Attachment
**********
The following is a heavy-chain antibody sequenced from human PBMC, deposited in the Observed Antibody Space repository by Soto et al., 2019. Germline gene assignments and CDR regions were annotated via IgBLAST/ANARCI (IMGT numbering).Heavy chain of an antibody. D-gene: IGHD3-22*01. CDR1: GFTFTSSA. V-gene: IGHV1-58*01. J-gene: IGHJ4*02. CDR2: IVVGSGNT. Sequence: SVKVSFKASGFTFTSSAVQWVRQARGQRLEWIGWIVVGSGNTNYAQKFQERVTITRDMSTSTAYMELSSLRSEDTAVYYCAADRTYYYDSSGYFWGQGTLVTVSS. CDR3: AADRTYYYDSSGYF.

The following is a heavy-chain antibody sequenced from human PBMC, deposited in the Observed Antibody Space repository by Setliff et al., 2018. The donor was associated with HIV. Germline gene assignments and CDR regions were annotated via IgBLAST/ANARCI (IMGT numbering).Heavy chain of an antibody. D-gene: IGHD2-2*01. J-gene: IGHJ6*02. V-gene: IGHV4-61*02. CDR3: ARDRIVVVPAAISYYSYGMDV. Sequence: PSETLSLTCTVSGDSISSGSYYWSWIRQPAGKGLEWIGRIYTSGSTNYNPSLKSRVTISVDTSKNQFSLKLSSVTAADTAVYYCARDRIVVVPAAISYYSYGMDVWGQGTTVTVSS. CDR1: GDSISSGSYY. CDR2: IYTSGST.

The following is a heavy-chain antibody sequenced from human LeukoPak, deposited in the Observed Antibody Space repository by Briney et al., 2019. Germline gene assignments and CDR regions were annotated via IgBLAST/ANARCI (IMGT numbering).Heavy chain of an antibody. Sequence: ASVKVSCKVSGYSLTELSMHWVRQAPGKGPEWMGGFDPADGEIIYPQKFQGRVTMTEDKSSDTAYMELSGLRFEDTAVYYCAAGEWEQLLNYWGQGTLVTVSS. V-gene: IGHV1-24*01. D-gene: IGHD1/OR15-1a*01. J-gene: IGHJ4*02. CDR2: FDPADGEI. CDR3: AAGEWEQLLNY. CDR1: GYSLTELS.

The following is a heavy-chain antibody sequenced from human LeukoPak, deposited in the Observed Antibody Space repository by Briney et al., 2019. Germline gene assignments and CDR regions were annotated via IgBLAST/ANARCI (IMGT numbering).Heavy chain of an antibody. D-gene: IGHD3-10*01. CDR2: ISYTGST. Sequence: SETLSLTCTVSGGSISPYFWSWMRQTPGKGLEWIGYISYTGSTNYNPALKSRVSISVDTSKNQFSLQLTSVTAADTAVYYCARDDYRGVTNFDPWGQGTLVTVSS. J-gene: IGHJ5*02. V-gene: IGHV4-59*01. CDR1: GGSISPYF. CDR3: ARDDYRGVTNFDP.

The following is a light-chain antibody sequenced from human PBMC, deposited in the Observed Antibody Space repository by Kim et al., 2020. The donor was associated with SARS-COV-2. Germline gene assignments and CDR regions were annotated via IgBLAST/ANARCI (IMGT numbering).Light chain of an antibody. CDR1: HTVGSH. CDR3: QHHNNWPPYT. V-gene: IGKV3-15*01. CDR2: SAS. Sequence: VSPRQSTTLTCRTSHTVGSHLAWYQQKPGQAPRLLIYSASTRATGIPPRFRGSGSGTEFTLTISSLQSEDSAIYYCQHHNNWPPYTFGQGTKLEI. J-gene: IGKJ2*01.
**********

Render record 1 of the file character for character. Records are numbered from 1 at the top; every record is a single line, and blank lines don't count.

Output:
The following is a heavy-chain antibody sequenced from human PBMC, deposited in the Observed Antibody Space repository by Soto et al., 2019. Germline gene assignments and CDR regions were annotated via IgBLAST/ANARCI (IMGT numbering).Heavy chain of an antibody. D-gene: IGHD3-22*01. CDR1: GFTFTSSA. V-gene: IGHV1-58*01. J-gene: IGHJ4*02. CDR2: IVVGSGNT. Sequence: SVKVSFKASGFTFTSSAVQWVRQARGQRLEWIGWIVVGSGNTNYAQKFQERVTITRDMSTSTAYMELSSLRSEDTAVYYCAADRTYYYDSSGYFWGQGTLVTVSS. CDR3: AADRTYYYDSSGYF.